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Building the perfect home defense AR-15

Image courtesy of Tom McHale

Ever since the first days of the double-barreled break action, the shotgun has reigned supreme as the home defense long gun of choice. But that is changing as the AR-15 and related guns becomes more and more popular with American gun owners as a range gun, competition gun and hunting rifle.

But how does it work for defending your home?

Very well, thank you.

First off, let's talk about what we want a long gun (i.e. "not pistol") to do in a home defense scenario. Whether's it's buckshot, rifle rounds or higher-veloctity pistol ammo, a long gun should "bring more to the party" than what your CCW gun does. A home-defense long gun should also extend the engagement range beyond the 25 or so yards, yet still be able to maintain a decent volume of fire and not be too big our unwieldy inside the home. Taking all of that into account, today's AR-15's make a lot of sense for keeping your home safe.

So what would the ultimate home-defense AR look like?

I'd suggest starting with a pistol-length AR-15 for size and ease of maneuver inside your home. Then add a SIG Sauer pistol stabilizing brace for comfort and accurate fire, along with a laser sight for accurate fire from awkward positions, a rail-mounted flashlight for navigation and target identification and a sling for keeping it near you moving around the house. Lastly, because rifle rounds like .223 are LOUD compared to pistol ammo, consider adding a suppressor to your rifle in order to protect your ears and the hearing of your family.

5 thoughts on “Building the perfect home defense AR-15”

  • Mike Krkljus

    This article is anything but. You just gave us an opinion on how you would configure a gun without talking anything about WHY it is a good tool for home defense. No ballistic data on the defense round, no clarification as to why the smaller pistol compared to carbine, and basically no data at all to support your viewpoint. This "article" was all title and no substance.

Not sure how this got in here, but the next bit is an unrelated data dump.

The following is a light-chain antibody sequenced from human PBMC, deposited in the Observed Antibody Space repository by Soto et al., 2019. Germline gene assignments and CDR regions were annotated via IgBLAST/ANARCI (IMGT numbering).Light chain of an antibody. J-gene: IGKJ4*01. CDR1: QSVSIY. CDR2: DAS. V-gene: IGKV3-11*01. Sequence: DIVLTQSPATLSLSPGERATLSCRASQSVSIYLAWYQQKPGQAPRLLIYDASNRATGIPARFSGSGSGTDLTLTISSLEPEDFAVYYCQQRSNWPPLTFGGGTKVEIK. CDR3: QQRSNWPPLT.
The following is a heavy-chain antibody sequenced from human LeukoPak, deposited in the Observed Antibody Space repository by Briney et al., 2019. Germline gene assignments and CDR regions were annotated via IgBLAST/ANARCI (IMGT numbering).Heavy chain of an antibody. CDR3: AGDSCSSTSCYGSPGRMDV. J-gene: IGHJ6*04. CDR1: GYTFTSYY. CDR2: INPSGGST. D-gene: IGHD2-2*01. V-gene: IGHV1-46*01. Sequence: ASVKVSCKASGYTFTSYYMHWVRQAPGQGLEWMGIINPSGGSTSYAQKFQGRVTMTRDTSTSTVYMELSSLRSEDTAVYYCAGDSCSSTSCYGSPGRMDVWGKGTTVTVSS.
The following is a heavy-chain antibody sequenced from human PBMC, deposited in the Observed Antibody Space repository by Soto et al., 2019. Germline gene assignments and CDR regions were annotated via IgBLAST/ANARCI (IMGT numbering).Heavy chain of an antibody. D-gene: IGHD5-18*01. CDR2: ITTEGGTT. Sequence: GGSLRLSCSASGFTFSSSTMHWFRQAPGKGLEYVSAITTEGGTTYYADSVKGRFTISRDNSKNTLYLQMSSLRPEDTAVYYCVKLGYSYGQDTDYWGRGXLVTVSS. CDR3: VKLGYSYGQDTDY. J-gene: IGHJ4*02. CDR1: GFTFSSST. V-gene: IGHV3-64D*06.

Reply
  • USMC FURY

    .223/5.56 does NOT have the stopping power & is over penetrating, A 300 blackout firing 240gr subsonic bullets is more ideal and has a TON more stopping power. It is a low pressure fast burning cartridge and will burn all the powder in the 1st 9 inches of the barrel (ideal for an SBR/pistol-SIG brace . .223/5.56 is a high pressure slow burning powder cartridge and will need 16 inches to get best results. Not to mention have a giant beach ball muzzle flash to blind you and set things on fire!

    Reply
  • USMC-FURY

    223/5.56 does NOT have the stopping power & is over penetrating, A 300 blackout firing 240gr subsonic bullets is more ideal and has a TON more stopping power. It is a low pressure fast burning cartridge and will burn all the powder in the 1st 9 inches of the barrel (ideal for an SBR/pistol-SIG brace . .223/5.56 is a high pressure slow burning powder cartridge and will need 16 inches to get best results. Not to mention have a giant beach ball muzzle flash to blind you and set things on fire!

    Reply
  • The ChrisMan

    Honestly, this is one of the least informative articles I've read on Osage... I have to agree with the other comments; where's the beef? If you're adding a SIG-style brace anyway, why not just have a SIG Pistol with a brace??? if you are anti-pistol for home defense, then why not a carbine-sized rifle? There's a reason shotguns have ruled the roost for so long... point and shoot is so easy anyone in the house can do it. With devastating effects. Also, there's no mistaking the sound of a shotgun racking a round... this alone scared a would-be theif away from our RV one night.

    Disappointing article.

    Reply
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